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Pediatr Res. 2005 Sep;58(3):499-504.

Is age of onset of Crohn's disease governed by mutations in NOD2/caspase recruitment domains 15 and Toll-like receptor 4? Evaluation of a pediatric cohort.

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Molecular Genetics Laboratory, E. Wolfson Medical Center, Holon, Holon, Israel.


Crohn's disease (CD) is caused by a combination of environmental and genetic factors. It is not clear at present whether age of onset (AOO) is a random event or dictated by genotype or environmental factors. Mutations in the NOD2/caspase recruitment domains 15 (CARD15) and in the Toll-like receptor 4 (TLR4) gene have been associated with increased susceptibility for CD. We sought to determine whether single or multiple mutations in these genes are linked to earlier susceptibility for CD. A cohort of 189 patients with CD (82 pediatric onset, 107 adult onset) were genotyped for three disease-associated single-nucleotide polymorphisms (SNPs), one haplotype association (JW1-SNP5), and one background polymorphism (P268S) of the NOD2/CARD15 gene and for two SNPs of TLR4. Analysis of heterozygosity, homozygosity, alleles, and haplotypes of cohort on age or pediatric onset was performed. AOO ranged from 8 mo to 68 y. The presence of the three NOD2/CARD15 and two TLR4 mutations, the NOD2/CARD15 JW haplotype, compound heterozygosity, and homozygosity were not associated with AOO. Presence of P268S in the absence of known NOD2/CARD15 mutations was correlated with increasing age and adult onset of CD, whereas pediatric-onset disease was associated with male gender and the wild-type NOD2/CARD15 haplotype. Mutations in NOD2/CARD15 and TLR4 are not significantly associated with AOO in our population. Mutations that are not in linkage disequilibrium with the background mutation P268S of the NOD2/CARD15 gene probably play a more significant role in pediatric-onset disease.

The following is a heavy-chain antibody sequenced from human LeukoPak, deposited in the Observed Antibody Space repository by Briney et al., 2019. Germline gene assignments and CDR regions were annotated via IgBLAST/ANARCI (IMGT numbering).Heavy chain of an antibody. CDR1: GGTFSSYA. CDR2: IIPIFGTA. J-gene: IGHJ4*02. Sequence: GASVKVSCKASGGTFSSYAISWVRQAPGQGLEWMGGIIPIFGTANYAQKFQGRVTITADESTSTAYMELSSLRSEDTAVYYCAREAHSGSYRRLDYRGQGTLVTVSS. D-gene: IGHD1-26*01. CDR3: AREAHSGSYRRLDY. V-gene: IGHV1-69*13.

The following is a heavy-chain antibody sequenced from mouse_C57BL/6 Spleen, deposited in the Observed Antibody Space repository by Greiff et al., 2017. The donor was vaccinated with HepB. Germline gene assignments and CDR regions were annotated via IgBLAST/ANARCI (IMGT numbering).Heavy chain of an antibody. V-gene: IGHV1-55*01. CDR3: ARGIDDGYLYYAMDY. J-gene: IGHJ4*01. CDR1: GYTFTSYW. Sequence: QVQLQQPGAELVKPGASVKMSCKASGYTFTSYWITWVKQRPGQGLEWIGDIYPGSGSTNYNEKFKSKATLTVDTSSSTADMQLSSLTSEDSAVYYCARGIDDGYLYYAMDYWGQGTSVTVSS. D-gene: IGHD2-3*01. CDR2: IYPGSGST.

[Indexed for MEDLINE]

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